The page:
Complex Queries

There are a number of conditional operations in Spot that can be used to build more complex queries without obtuse query builder syntax or long namespaced constants.

A Query Example

# All posts with a 'published' or 'draft' status, descending by date_created, limit 10
$posts = $mapper->where(['status' => 'published'])
->orWhere(['status' => 'draft'])
->order(['date_created' => 'DESC'])
->having(['id > 20'])
->limit(10, 20);
WHERE status = 'published' OR WHERE status = 'draft'
ORDER BY date_created DESC
HAVING id > 20

Accepted Query Values

Spot can use many different types of values in the query builder, and will automatically do the right thing with them.

Scalar Values

Scalar values like normal strings, integers, and floats will be handled normally:

$posts = $mapper->all()->where(['status >=' => 3]);
SELECT * FROM posts WHERE status >= 3

DateTime Objects

PHP’s DateTime objects can be used as query values, and will be automatically converted to the native database driver’s required format.

# All posts created before 3 days ago
$posts = $mapper->where(['date_created <' => new DateTime('-3 days')]);
SELECT * FROM posts WHERE date_created < '2014-08-12'


Array values passed to Spot’s query builder will result in automatic “IN” clause.

// Posts with 'id' of 1, 2, 5, 12, or 15
$posts = $mapper->all()->where(['id' => [1, 2, 5, 12, 15]]);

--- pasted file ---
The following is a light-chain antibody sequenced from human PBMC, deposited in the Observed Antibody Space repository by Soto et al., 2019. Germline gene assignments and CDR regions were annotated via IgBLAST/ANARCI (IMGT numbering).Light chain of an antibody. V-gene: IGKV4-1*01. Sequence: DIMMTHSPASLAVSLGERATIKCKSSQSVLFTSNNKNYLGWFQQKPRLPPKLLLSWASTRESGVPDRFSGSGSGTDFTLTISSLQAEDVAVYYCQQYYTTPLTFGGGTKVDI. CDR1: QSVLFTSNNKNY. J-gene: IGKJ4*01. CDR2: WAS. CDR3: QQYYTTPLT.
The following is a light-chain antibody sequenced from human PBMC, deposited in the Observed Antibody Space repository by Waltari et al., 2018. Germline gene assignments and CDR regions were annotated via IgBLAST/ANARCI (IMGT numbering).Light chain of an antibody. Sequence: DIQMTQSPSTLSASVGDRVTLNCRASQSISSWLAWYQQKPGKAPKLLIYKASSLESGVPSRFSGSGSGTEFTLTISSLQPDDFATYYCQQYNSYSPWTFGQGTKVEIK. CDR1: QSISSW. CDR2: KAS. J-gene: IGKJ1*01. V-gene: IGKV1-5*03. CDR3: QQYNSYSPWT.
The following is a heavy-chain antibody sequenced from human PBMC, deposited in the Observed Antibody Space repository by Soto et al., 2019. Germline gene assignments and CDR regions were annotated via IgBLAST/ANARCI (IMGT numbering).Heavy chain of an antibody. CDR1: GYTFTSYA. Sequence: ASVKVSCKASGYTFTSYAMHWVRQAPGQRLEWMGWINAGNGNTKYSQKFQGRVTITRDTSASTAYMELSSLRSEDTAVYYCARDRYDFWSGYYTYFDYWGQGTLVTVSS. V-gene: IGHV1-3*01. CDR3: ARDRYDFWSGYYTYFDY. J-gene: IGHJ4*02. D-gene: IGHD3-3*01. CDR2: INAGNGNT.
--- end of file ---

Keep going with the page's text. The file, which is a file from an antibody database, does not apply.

SELECT * FROM posts WHERE id IN(1, 2, 5, 12, 15)


If a value is null, Spot will use the proper SQL syntax:

$posts = $mapper->all()->where(['status !=' => null]);


If a value is boolean true or false, Spot will use the proper SQL syntax according to the database adapter you are using:

$posts = $mapper->all()->where(['is_active' => true]);
-- PostgreSQL
SELECT * FROM posts WHERE is_active = 't';
-- MySQL
SELECT * FROM posts WHERE is_active = 1;

Custom Queries

There is no substitute for the power and expressiveness of SQL. While ORMs like Spot are very nice to use, if you need to do complex queries, it’s best to just use custom queries with the SQL you know and love. This is why Spot’s query builder is fairly simple compared to other ORMs, and doesn’t support things like subqueries, etc.

Spot provides a query method that allows you to run custom SQL, and load the results into a normal collection of entity objects. This way, you can easily run custom SQL queries with all the same ease of use and convenience as the built-in finder methods and you won’t have to do any special handling.

Using Custom SQL

$posts = $mapper->query("SELECT * FROM posts WHERE id = 1");

Using Query Parameters

$posts = $mapper->query("SELECT * FROM posts WHERE id = ?", [1]);

Using Named Placeholders

$posts = $mapper->query("SELECT * FROM posts WHERE id = :id", ['id' => 1]);
Spot will load ALL returned columns on the target entity from the query you run. So if you perform a JOIN or get more data than the target entity normally has, it will just be loaded on the target entity, and no attempt will be made to map the data to other entities or to filter it based on only the defined fields.


Joins are currently not enabled by Spot’s query builder. The Doctine DBAL query builder does provide full support for them, so they may be enabled in the future.